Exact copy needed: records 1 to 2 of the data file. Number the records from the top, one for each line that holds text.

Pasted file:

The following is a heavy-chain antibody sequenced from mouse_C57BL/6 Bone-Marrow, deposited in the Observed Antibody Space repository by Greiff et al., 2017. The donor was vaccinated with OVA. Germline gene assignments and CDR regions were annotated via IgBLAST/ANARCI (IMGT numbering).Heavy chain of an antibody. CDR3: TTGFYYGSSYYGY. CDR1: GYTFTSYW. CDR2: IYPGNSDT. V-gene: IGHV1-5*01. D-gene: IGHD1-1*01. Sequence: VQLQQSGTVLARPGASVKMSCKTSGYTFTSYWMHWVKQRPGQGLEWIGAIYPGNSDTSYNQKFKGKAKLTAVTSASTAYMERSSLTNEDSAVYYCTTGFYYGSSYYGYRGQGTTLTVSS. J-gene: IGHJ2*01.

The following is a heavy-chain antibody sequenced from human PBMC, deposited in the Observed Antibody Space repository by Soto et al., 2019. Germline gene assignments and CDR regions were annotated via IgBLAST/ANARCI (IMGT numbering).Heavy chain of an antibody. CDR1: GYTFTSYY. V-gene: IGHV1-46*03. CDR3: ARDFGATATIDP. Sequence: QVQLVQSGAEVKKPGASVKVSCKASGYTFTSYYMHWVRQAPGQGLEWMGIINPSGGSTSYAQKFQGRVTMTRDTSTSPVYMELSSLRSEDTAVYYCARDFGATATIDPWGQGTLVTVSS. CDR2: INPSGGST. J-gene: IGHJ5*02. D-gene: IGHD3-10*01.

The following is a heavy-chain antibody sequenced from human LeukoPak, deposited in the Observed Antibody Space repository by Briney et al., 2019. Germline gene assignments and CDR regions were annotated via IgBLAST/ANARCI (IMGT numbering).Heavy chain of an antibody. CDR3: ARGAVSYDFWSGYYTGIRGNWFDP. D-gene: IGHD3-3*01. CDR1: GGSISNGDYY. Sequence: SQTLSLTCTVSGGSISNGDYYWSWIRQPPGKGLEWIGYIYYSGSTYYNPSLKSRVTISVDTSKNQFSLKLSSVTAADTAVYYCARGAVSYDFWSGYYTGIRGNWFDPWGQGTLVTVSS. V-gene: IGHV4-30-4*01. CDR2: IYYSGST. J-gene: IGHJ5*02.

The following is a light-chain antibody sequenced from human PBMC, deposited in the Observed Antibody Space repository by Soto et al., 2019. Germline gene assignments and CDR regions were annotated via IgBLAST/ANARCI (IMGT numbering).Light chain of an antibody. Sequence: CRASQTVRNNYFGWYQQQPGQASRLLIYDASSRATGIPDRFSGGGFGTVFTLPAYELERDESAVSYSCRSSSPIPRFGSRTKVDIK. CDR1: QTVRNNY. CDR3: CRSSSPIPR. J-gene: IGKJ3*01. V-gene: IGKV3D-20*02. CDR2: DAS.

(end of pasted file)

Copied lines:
The following is a heavy-chain antibody sequenced from mouse_C57BL/6 Bone-Marrow, deposited in the Observed Antibody Space repository by Greiff et al., 2017. The donor was vaccinated with OVA. Germline gene assignments and CDR regions were annotated via IgBLAST/ANARCI (IMGT numbering).Heavy chain of an antibody. CDR3: TTGFYYGSSYYGY. CDR1: GYTFTSYW. CDR2: IYPGNSDT. V-gene: IGHV1-5*01. D-gene: IGHD1-1*01. Sequence: VQLQQSGTVLARPGASVKMSCKTSGYTFTSYWMHWVKQRPGQGLEWIGAIYPGNSDTSYNQKFKGKAKLTAVTSASTAYMERSSLTNEDSAVYYCTTGFYYGSSYYGYRGQGTTLTVSS. J-gene: IGHJ2*01.

The following is a heavy-chain antibody sequenced from human PBMC, deposited in the Observed Antibody Space repository by Soto et al., 2019. Germline gene assignments and CDR regions were annotated via IgBLAST/ANARCI (IMGT numbering).Heavy chain of an antibody. CDR1: GYTFTSYY. V-gene: IGHV1-46*03. CDR3: ARDFGATATIDP. Sequence: QVQLVQSGAEVKKPGASVKVSCKASGYTFTSYYMHWVRQAPGQGLEWMGIINPSGGSTSYAQKFQGRVTMTRDTSTSPVYMELSSLRSEDTAVYYCARDFGATATIDPWGQGTLVTVSS. CDR2: INPSGGST. J-gene: IGHJ5*02. D-gene: IGHD3-10*01.